Do some brainstorming around what the relationship will look like and what could go wrong. Look for things that have not worked exactly right in the past. I had to revise my writing contract a few times before I got it right. What often went wrong with my writing contracts was that the client would miss deadlines. Usually, this does not affect me and I’m able to accommodate the changes. Sometimes, however, I have other commitments and my time is limited. Because of this, I cannot as easily accommodate the changes. Because my contract now clearly lays out the steps we can take to solve this issue, it has never really been an issue. Sometimes it takes me longer, sometimes I get paid more, and sometimes I can simply move on. The great piece about this is that the client is happy and we continue to have a long, ongoing relationship.
You will also want to have internal policies in place to manage the possible internal challenges that can occur when dealing with unhappy clients. Do you have a process for firing a client if they are unreasonable or abusive? Do you have a refund policy? Do you have a process for taking calls from them, the time you will allow, the hours assigned to your employees, etc.? When, and under what conditions, will you work to resolve an issue and when is it beyond the scope of your relationship? Are there any legal repercussions you must address to manage a relationship like this?
Work with your advisory board or mentors to help you identify the issues you may need to address, how to put together your contract and what policies you will want to have in place.
Taking on Their Responsibility
Taking on someone else’s responsibility as if it is your urgent issue is the fastest way to feel used and taken advantage of. It will leave you overwhelmed and stressed. You will likely be having angry thoughts about that person. It may even feel like you are being bullied. The challenge with these feelings is they don’t go away. You will be working with these feelings, eating with them, and maybe even sleeping with them. It will increase your stress levels and make you irritable and tired, which in turn makes it hard for you to be at your best for your other clients and your business. Have clear boundaries around what is your work and what is theirs.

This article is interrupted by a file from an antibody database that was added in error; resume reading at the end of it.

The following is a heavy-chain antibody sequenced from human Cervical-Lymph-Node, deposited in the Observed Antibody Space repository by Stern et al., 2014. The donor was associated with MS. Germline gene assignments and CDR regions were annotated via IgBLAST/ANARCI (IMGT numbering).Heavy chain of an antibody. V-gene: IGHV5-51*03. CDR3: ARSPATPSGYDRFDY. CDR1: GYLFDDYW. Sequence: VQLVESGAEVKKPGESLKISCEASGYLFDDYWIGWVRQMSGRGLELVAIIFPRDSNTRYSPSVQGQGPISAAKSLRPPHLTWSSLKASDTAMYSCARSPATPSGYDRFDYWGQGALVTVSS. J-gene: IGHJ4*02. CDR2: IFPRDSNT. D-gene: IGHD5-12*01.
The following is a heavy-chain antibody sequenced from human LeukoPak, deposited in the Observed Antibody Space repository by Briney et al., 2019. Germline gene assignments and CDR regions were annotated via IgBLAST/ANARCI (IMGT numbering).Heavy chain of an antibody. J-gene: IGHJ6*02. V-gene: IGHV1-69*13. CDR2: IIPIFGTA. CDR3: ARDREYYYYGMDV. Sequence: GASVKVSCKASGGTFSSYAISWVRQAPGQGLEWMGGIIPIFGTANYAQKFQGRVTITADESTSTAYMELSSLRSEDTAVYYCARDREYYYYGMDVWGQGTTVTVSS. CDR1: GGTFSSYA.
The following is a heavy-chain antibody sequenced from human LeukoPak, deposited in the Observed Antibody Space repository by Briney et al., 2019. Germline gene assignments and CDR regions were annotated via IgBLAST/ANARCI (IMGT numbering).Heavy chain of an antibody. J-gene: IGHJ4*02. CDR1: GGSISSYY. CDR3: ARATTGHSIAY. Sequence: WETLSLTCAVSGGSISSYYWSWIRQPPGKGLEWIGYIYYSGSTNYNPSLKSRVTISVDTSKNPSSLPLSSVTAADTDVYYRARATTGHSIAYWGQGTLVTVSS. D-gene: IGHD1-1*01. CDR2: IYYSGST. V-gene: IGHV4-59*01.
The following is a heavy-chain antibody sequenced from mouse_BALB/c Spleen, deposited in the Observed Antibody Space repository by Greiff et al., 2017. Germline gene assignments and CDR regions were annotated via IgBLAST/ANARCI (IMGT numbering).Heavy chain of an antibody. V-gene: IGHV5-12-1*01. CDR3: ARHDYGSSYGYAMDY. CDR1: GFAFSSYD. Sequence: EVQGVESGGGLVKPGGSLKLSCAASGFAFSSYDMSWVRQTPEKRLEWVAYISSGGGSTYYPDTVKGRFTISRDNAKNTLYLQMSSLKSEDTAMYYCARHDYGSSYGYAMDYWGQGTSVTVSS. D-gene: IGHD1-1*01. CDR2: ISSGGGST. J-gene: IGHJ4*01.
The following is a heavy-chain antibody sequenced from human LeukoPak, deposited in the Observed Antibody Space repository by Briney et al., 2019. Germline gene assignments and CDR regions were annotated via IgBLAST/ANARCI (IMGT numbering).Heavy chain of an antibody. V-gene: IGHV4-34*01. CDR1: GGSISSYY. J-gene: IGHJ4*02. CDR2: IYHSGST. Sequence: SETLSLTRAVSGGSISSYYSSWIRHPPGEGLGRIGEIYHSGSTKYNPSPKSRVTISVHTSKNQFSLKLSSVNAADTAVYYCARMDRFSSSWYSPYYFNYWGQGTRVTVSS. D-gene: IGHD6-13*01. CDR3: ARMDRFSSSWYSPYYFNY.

Being Afraid to Lose Them
The old proverb, “If you love someone set them free; if they come back then they are yours…” is true in this case. Don’t spend time fostering an unhealthy relationship. If you have made your boundaries clear, defined your relationship, and stopped doing the urgent work that is not yours and your client still continues to abuse their relationship with you then say goodbye. Fire them! Let them go. If they want to work with you then they now know the rules. If you are afraid that letting one client go will affect the rest of your business, you are right. You will have more space to help your other clients. You will be healthier, with a more positive outlook. You can show up ready to give your clients exceptional value and they will appreciate it.
Deborah Alcock says
I just emailed a client that I would no longer accept calls from one of their employees. Out of the blue I got a call for help with the expectation I would drop everything and rush to conquer something that turns out to have nothing to do with the project I worked on and completed in 2011. It’s the first time since I started my business in 2006 that I felt I had to inform a client that this was unacceptable and I would not respond to calls from this person.
The interesting part for me was the mind block that took over when I read the phone message in my inbox. I read it and then it got submerged to some dark corner of my memory until one evening when I was falling asleep and woke up with an adrenaline rush upon remembering that I hadn’t returned the call. It has been almost 6 years since I spoke with this person and the reaction I had is clearly the part I need to address.
I read your article and felt it was serendipitous. Not that there hadn’t been boundaries set in the contract and verbal interactions, but rather an acknowledgement that it’s easy to get sucked into a vortex without those boundaries or shy away from asserting them many years later.
Wow, Deborah that can really be a horrible feeling having to almost reprimand a client (because of their employee). Good for you for taking a stand to be able to deliver a high-valued service and not just a patch-em-up type response. No one ever wanted to ban a client from specific services, but how else can you help them and everyone else if you are chasing rabbits instead of actually delivering great service. I know you set clear boundaries, but even then, sometimes we have to be careful about getting comfortable with other people’s boundaries.
Thank you so much for sharing that story.